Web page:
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Posts Tagged ‘ERP Best Practices’

proformativeA group (and website) called Proformative provides a web forum (www.proformative.com) for “corporate financial professionals” (Controller, CFOs, etc.) that provides useful information to its audience about a wide range of finance-related topics from HR and Recruiting to ERP and Excel Shortcuts, and much in between.  Proformative boasts of having over 100,000 registered members.

Recently, under the title “ERP Implementation Methodology Best Practices & ROI” (found here) several contributors voiced their opinions about what to expect from ERP.  You can peruse the article yourself, but we thought we’d highlight a couple comments that caught our eye.

Bob Scarborough, CEO of Tensoft, Inc. listed 5 important things he thinks you should consider:

  • IT Costs – It’s more than just the software, but still the easiest to count.
  • Productivity Impact – Rectifying data input errors & redundancy are valid ROI components.
  • Visibility Impact – When new systems provide more/better data access or velocity, it matters.
  • Audit & Compliance Impact – Better controls & repeatable processes reduce audit costs.
  • Risk Impact – How much risk is built into your current system? This cost is real, if tough to count.

Len Green, a Consultant at BT Partners suggests looking out 3 to 5 years for costs from day one.  He notes that some improvements occur only after implementation, so allow for progressive improvements, not 100% gain in year one.  He adds that software costs are only part of the story: additional staff during implementation and integration with other current business systems may affect overall costs.  And don’t count headcount reductions that do not equal a whole FTE.

Emerson Galfo, CFO at C-Suite Services questions whether ROI is really the best metric.  He cites Amazon as having invested heavily in technology since its inception for reasons including pursuit of market share or to support a business vertical.  If they’d evaluated Amazon Fire solely in terms of ROI, it might never have happened.  Yet it has contributed, he notes, “to a thriving Amazon ecosystem.”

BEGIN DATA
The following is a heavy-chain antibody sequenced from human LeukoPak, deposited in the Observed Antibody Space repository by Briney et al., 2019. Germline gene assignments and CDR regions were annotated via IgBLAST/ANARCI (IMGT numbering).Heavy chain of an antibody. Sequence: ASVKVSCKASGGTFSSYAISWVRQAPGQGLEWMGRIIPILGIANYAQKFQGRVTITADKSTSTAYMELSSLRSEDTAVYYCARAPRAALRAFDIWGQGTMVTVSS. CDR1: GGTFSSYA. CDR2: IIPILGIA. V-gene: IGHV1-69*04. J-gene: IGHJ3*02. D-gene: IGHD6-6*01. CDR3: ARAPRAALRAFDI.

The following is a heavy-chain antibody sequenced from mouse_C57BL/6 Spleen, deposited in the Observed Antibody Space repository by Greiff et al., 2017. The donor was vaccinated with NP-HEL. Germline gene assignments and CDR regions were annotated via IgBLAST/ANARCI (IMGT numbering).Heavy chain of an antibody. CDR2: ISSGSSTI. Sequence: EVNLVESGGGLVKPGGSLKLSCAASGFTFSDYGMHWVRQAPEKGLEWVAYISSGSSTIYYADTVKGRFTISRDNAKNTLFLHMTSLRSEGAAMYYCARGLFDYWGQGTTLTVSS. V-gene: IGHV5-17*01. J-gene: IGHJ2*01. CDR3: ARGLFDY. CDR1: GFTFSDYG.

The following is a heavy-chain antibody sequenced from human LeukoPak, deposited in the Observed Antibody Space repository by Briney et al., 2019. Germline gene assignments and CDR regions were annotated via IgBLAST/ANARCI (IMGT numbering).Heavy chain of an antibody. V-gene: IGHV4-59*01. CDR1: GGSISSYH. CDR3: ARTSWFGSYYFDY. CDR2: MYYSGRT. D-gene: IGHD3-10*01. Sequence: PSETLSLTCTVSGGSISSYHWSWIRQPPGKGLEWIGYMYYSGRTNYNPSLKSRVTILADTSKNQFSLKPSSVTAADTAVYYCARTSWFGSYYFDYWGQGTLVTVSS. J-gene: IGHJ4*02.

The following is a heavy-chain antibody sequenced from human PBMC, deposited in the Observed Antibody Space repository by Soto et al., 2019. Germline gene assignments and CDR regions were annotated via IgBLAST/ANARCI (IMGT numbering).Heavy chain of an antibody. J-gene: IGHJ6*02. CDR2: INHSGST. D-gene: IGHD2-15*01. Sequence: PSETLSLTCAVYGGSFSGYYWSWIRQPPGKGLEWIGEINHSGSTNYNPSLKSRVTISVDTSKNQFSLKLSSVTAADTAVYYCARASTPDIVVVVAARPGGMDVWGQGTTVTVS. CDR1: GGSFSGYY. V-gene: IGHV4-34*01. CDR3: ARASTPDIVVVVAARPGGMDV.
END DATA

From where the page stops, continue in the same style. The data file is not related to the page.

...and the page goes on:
And finally, this from Wayne Spivak, CFO at SBAConsulting.com adds: “Implementing a new ERP system that is well thought out in advance, with clear understanding of the pitfalls, the problems, the issues and the costs of both dollars and time will yield better (I’ll never say perfect or even great) results out of the box.  We need to see larger pictures than dollar and cents on every investment…”

 

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roi_imabeInside-ERP writes, at Toolbox.com, of the eight key things companies can do that will give them the best yield on their system investment.  In view of the many failed implementations – most of which failed because they ignored one or more of these – we offer them in simple form today.

Once you have a team of key senior stakeholders in place who set project expectations and ensure that all team members are aware of the plan, they should follow these best practices:

  1. Build a strong internal implementation team by finding and empowering a qualified project manager with strong technical and communications skills.
  2. Refine business requirements before the actual software implementation begins to avoid confusion. This can be easily done by conducting workshops with the internal team and vendor partner to finalize the necessary process requirements in advance.
  3. Get buy-in from the executive team on the project, then have regular check-ins with the executives to keep them apprised of ongoing progress.
  4. Actively identify areas of the business where ROI can be best achieved, particularly where the new ERP software can make the most difference.
  5. Develop a detailed implementation plan that outlines all resources required to complete the project along with a timeline and budget.
  6. Offer training programs to employees at all levels to uncover efficient solutions for workflow gaps that arise during the implementation phase.
  7. Once the implementation phase is completed, organizations should have a change management plan in place to track changes to project tasks and ensure that the changes are not the result of end-user resistance to the new software.
  8. Commit to conference room testing prior to go-live where end-users can test process flows and integrate with all external applications.

Every step above is important, and we believe companies fail to follow them at their own risk.  The full article can be found here.

 

 

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